Arts Clayton celebrates anniversary

By Greg Gelpi

Until five years ago, local artists had few places to display their artwork.

Forest Park artist Cathy Brown hung her pastel landscapes in area businesses and restaurants, but she and other local artists and art enthusiasts gathered Tuesday to celebrate the fifth anniversary of the Arts Clayton Gallery, their new home to hang their work.

"There were no opportunities south of Interstate 285," Brown said. "It's been needed for so long."

Although Arts Clayton formed in 1986, it wasn't until February 2000 that the art organization established a gallery to exhibit artwork.

John Webb of Stockbridge said that he and his family had no choice but to visit the High Museum and other metro Atlanta art galleries previously.

Tuesday, Arts Clayton also celebrated its grand opening of its new location on Main Street in Jonesboro.

Assistant Curator Pete Hughie said the building housing the gallery had been many businesses from a garage to law offices to a vacant building, but he never imagined the facilities would "look this great."

And Georgia Council for the Arts Executive Director Susan Weiner agreed, calling it "fabulous."

"The arts have proven over and over again city after city in Georgia that they are an economic engine," Weiner said, adding that the gallery is "exactly what Jonesboro needs."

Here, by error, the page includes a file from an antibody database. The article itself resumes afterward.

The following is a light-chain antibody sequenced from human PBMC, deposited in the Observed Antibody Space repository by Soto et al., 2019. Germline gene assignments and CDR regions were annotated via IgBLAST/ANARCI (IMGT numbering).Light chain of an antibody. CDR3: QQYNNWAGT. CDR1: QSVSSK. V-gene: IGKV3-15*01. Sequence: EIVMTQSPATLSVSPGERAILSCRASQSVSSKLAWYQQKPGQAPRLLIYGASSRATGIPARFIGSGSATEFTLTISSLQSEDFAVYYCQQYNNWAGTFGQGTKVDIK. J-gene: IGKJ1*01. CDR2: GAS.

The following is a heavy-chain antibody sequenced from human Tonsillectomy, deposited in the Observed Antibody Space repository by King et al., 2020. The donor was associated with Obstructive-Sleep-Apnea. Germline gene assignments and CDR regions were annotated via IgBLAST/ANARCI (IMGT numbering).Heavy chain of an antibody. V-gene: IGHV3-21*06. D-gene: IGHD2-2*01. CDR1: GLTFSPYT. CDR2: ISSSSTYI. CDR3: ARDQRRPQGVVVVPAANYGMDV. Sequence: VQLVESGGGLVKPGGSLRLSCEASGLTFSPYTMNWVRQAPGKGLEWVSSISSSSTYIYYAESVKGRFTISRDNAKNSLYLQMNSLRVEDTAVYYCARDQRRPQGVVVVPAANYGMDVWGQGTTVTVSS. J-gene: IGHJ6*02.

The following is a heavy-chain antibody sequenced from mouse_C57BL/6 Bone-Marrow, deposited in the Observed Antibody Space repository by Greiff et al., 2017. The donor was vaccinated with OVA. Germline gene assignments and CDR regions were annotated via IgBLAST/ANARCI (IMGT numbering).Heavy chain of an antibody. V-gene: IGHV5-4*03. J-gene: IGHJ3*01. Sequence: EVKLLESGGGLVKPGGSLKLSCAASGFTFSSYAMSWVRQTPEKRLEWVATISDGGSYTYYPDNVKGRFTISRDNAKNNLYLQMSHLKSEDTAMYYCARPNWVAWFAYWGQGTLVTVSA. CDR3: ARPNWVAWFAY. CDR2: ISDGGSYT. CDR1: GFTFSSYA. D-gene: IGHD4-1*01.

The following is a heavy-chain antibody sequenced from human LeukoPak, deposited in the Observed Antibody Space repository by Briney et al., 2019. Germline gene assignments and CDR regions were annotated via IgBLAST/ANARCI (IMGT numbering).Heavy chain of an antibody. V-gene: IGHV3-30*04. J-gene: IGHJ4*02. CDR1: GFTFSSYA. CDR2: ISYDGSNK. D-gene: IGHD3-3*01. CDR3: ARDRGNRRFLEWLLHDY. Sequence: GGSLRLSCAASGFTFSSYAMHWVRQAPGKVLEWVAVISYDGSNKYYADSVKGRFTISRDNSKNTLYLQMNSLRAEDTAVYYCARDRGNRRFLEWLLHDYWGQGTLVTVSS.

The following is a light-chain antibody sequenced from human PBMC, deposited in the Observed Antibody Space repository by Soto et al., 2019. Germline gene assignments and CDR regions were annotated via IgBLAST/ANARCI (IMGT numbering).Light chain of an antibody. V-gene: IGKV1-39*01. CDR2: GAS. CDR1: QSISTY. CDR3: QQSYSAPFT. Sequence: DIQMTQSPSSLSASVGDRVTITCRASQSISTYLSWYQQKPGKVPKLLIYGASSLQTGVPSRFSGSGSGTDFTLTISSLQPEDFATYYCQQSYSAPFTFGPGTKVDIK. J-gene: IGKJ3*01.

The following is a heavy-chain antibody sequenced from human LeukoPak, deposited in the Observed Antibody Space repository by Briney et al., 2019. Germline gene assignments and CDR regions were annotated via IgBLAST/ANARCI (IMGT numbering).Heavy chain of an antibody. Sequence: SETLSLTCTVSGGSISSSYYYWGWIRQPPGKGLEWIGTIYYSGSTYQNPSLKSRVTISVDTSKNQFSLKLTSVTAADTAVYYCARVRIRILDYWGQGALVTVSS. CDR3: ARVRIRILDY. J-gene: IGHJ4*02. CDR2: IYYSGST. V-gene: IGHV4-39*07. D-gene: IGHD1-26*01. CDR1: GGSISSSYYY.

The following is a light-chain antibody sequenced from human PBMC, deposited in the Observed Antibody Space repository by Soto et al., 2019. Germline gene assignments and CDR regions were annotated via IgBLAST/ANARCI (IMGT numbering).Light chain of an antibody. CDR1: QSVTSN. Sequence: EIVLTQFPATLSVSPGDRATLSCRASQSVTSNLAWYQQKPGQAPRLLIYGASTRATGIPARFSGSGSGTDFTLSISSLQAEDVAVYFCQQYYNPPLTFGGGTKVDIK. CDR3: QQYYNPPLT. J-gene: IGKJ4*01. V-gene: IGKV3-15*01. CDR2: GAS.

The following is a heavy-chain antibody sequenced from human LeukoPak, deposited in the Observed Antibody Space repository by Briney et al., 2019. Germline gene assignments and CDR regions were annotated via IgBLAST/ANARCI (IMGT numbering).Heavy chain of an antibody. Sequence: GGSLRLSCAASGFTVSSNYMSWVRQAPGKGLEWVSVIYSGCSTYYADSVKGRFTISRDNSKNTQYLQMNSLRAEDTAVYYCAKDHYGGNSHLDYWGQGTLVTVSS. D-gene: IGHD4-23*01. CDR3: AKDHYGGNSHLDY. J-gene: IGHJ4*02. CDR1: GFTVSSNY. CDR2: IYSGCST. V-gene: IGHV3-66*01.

The Arts Clayton Board of Directors "realized we need a face to the community," Executive Director Linda Summerlin said.

Once Arts Clayton collected the money for the gallery, "it just seemed to happen," she said.

Arts Clayton began as an organization of artists in Clayton, Fayette and Henry counties, but has since expanded to cover 11 counties, including 13 artist coalitions and 1,000 artists.

As Arts Clayton grew, so did the demand for art classes, which fostered and developed more artists, Summerlin said.

"We were just bursting at the seams when this opportunity came along," Summerlin said.

Arts Clayton came from nothing, but an idea, and continues to grow, Clayton County Chief Superior Court Judge Stephen Boswell, said.

"It's grown from nothing into what you see - literally," he said.

Boswell, who served as the first president of the Arts Clayton Board of Directors, said that "ultimately" a dedicated arts or cultural center is in the future for Arts Clayton.

"That's a dream of all of us," he said.

Through the efforts of volunteers, staff members, contributors and civic leaders, Arts Clayton has developed into what it is today, Boswell said.

"Art is literally good business," Boswell said. "Not only is it beautiful to look at, but it has profound impact economically."

Clayton County Commissioner Carl Rhodenizer, one of the original board members, said Arts Clayton formed after a study found the perception from outside Clayton County was that the county wasn't "arts-minded" and in fact was a "little bit backwards."

"I think the gallery was a serious step in the right direction," Rhodenizer said, adding that there are "ongoing discussions" about an arts or cultural center.

At Tuesday's juried art show, Robin Lilies received best in show, while Kris Adams won first place, Tom Wilkins won second, Kimbo Daniel won third and Betsy Edmonds was honorable mention.

Mary Rogers received the Gallery Award, and Rosalind Webb received the Arts Clayton Award.